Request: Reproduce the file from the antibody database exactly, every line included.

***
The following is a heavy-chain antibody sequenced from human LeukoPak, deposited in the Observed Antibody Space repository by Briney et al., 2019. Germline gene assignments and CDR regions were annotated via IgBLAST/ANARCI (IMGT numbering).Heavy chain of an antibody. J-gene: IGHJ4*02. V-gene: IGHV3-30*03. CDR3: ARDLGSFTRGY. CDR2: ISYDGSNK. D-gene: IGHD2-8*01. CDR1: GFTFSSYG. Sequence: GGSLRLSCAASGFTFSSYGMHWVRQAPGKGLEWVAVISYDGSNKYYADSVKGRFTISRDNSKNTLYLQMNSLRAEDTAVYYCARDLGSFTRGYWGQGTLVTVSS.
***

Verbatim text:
The following is a heavy-chain antibody sequenced from human LeukoPak, deposited in the Observed Antibody Space repository by Briney et al., 2019. Germline gene assignments and CDR regions were annotated via IgBLAST/ANARCI (IMGT numbering).Heavy chain of an antibody. J-gene: IGHJ4*02. V-gene: IGHV3-30*03. CDR3: ARDLGSFTRGY. CDR2: ISYDGSNK. D-gene: IGHD2-8*01. CDR1: GFTFSSYG. Sequence: GGSLRLSCAASGFTFSSYGMHWVRQAPGKGLEWVAVISYDGSNKYYADSVKGRFTISRDNSKNTLYLQMNSLRAEDTAVYYCARDLGSFTRGYWGQGTLVTVSS.